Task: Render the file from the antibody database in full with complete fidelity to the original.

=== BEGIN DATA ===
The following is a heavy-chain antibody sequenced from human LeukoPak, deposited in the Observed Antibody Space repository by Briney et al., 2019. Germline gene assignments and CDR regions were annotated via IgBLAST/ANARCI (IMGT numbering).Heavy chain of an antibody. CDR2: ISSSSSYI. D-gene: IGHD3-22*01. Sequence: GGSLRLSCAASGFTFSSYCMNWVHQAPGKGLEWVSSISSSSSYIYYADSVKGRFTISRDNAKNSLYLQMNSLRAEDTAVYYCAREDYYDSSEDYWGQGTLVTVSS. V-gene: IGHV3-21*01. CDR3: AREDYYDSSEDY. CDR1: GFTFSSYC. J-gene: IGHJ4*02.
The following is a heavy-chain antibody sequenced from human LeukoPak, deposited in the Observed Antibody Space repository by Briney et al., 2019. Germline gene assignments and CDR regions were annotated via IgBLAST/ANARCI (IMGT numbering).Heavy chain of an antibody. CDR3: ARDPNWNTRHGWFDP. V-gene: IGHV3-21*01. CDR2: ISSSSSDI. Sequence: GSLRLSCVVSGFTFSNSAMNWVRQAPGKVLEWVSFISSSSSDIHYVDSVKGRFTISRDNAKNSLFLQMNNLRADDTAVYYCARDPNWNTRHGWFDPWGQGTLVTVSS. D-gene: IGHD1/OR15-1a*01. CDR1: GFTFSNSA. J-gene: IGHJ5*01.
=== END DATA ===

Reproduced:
The following is a heavy-chain antibody sequenced from human LeukoPak, deposited in the Observed Antibody Space repository by Briney et al., 2019. Germline gene assignments and CDR regions were annotated via IgBLAST/ANARCI (IMGT numbering).Heavy chain of an antibody. CDR2: ISSSSSYI. D-gene: IGHD3-22*01. Sequence: GGSLRLSCAASGFTFSSYCMNWVHQAPGKGLEWVSSISSSSSYIYYADSVKGRFTISRDNAKNSLYLQMNSLRAEDTAVYYCAREDYYDSSEDYWGQGTLVTVSS. V-gene: IGHV3-21*01. CDR3: AREDYYDSSEDY. CDR1: GFTFSSYC. J-gene: IGHJ4*02.
The following is a heavy-chain antibody sequenced from human LeukoPak, deposited in the Observed Antibody Space repository by Briney et al., 2019. Germline gene assignments and CDR regions were annotated via IgBLAST/ANARCI (IMGT numbering).Heavy chain of an antibody. CDR3: ARDPNWNTRHGWFDP. V-gene: IGHV3-21*01. CDR2: ISSSSSDI. Sequence: GSLRLSCVVSGFTFSNSAMNWVRQAPGKVLEWVSFISSSSSDIHYVDSVKGRFTISRDNAKNSLFLQMNNLRADDTAVYYCARDPNWNTRHGWFDPWGQGTLVTVSS. D-gene: IGHD1/OR15-1a*01. CDR1: GFTFSNSA. J-gene: IGHJ5*01.